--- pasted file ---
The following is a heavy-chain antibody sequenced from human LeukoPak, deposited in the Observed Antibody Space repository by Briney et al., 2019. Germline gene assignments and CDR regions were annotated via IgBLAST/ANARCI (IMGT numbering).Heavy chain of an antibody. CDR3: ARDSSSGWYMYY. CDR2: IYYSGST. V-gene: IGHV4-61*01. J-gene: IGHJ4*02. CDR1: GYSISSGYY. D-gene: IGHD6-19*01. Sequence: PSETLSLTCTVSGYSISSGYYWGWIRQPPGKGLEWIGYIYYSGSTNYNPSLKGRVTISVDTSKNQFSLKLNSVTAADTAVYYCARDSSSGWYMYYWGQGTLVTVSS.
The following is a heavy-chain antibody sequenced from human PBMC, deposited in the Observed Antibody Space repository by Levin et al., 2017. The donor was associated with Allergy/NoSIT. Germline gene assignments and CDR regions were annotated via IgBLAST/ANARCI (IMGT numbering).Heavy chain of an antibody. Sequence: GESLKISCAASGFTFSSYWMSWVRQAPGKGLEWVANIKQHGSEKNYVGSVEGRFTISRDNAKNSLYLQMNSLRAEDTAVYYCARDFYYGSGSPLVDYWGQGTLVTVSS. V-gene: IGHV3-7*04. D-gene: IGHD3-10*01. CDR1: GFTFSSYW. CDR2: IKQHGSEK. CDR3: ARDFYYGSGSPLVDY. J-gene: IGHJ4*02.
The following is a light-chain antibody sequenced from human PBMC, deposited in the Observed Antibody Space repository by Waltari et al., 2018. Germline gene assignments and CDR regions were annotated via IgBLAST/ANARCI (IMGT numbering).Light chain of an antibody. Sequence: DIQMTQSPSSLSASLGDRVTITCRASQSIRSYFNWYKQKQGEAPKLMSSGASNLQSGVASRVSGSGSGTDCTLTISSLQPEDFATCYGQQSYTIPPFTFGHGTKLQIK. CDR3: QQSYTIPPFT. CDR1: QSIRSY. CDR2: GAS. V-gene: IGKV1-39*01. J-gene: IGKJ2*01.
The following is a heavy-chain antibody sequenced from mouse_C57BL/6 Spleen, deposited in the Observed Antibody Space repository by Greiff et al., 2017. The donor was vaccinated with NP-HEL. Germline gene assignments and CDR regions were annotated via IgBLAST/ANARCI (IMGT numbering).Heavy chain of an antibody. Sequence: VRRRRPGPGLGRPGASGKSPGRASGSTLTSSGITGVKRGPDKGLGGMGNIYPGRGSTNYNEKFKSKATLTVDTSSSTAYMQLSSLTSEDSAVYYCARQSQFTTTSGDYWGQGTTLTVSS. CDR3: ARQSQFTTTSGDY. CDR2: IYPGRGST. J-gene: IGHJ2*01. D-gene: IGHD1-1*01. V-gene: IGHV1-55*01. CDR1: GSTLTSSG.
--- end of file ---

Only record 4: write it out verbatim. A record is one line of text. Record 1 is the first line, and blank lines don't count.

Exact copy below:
The following is a heavy-chain antibody sequenced from mouse_C57BL/6 Spleen, deposited in the Observed Antibody Space repository by Greiff et al., 2017. The donor was vaccinated with NP-HEL. Germline gene assignments and CDR regions were annotated via IgBLAST/ANARCI (IMGT numbering).Heavy chain of an antibody. Sequence: VRRRRPGPGLGRPGASGKSPGRASGSTLTSSGITGVKRGPDKGLGGMGNIYPGRGSTNYNEKFKSKATLTVDTSSSTAYMQLSSLTSEDSAVYYCARQSQFTTTSGDYWGQGTTLTVSS. CDR3: ARQSQFTTTSGDY. CDR2: IYPGRGST. J-gene: IGHJ2*01. D-gene: IGHD1-1*01. V-gene: IGHV1-55*01. CDR1: GSTLTSSG.